That’s a challenge again right now because the opposition’s fragmentation, dispersion and ineffectiveness has led small groups opposing the government to take up the option of armed struggle. In the northern mountains, where the war of the eighties took place, they are expressing their discontent with the government’s authoritarian course by engaging the Army and Police in skirmishes.

This peasantry, which in 1990 saw for the first time ever that clean elections and the Sandinista government’s willingness to relinquish power represented a viable peaceful alternative to war, has again lost confidence in the electoral system. It is also frustrated by the closing of opportunities in rural zones, where people are seeing the return of large haciendas and an accelerated concentration of lands and riches. All that is making them feel trapped by a policy of exclusion, as researcher Alfredo Ruiz explains in this issue’s Speaking Out article.

The Army and Police insist that the groups are just bandits, but the bishops of those zones have argued for some time that they are political motivated, although the specifics of their disgruntlement vary. The bishops are asking the government not to limit its responses to repression, control and weapons.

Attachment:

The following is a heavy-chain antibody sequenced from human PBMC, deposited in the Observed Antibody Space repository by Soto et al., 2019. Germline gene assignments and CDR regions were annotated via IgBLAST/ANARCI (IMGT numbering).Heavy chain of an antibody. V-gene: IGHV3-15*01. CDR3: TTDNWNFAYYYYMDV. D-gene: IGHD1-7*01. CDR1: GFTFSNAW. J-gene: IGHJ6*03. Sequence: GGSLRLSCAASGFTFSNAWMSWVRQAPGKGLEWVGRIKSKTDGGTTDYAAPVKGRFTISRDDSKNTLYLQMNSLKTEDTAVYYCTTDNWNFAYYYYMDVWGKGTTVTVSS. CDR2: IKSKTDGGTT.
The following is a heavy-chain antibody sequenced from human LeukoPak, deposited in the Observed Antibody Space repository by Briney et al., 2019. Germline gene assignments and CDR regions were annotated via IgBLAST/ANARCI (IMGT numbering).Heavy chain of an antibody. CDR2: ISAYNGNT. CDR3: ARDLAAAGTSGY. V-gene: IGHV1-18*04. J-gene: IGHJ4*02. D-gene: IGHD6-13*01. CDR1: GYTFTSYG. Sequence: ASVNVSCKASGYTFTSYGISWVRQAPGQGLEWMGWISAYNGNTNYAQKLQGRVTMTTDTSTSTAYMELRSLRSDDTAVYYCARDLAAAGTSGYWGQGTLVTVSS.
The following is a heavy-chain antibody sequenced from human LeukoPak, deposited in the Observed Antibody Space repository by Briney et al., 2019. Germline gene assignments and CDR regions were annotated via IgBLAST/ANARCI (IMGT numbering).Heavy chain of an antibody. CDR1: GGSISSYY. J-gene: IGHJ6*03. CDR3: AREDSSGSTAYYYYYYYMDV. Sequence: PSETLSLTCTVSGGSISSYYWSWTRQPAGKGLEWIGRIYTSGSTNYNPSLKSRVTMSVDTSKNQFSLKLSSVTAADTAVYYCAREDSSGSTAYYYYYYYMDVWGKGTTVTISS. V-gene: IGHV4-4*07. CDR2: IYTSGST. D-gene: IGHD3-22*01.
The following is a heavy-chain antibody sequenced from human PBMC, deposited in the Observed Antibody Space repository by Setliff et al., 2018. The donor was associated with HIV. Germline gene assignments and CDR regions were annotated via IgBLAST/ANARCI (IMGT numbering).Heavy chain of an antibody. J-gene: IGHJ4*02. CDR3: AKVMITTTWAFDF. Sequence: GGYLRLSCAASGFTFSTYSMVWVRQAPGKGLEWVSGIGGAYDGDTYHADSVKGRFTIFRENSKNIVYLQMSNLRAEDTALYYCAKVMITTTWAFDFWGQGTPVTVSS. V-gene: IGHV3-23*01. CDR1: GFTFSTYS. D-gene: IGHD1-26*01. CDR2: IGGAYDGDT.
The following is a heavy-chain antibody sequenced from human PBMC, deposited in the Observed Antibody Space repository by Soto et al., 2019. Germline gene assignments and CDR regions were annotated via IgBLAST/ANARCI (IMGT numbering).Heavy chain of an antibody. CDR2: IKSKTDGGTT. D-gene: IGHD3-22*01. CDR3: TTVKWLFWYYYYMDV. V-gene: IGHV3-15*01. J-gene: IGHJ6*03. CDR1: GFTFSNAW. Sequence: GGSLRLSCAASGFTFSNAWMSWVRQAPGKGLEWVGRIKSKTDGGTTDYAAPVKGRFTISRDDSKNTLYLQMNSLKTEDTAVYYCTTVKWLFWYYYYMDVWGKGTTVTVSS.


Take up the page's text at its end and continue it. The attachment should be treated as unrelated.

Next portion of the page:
Demonstrating to this traditionally anti-Sandinista peasant population, marked by the war of the eighties, that armed struggle isn’t the way to resolve the country’s problems will require convincing it that the civic path, although slower, can be effective. It’s a decisive but hardly easy task for Unity for the Republic.

“It isn’t anything official”

The day after the opposition presented its unitary effort in Managua, Bayardo Arce—one-time journalist, then revolutionary comandante and now a businessman and President Ortega’s economic adviser—called a meeting of all the judicial branch officials and employees in León and Chinandega, ranging from judges to cleaning ladies, to present Lenín Cerna as the judicial branch’s newly-created “political coordinator.” Something similar took place in Masaya, although it wasn’t documented by the media. Cerna’s last known post in the FSLN was secretary of organization—from which he was dismissed together with all his subordinates in May 2011.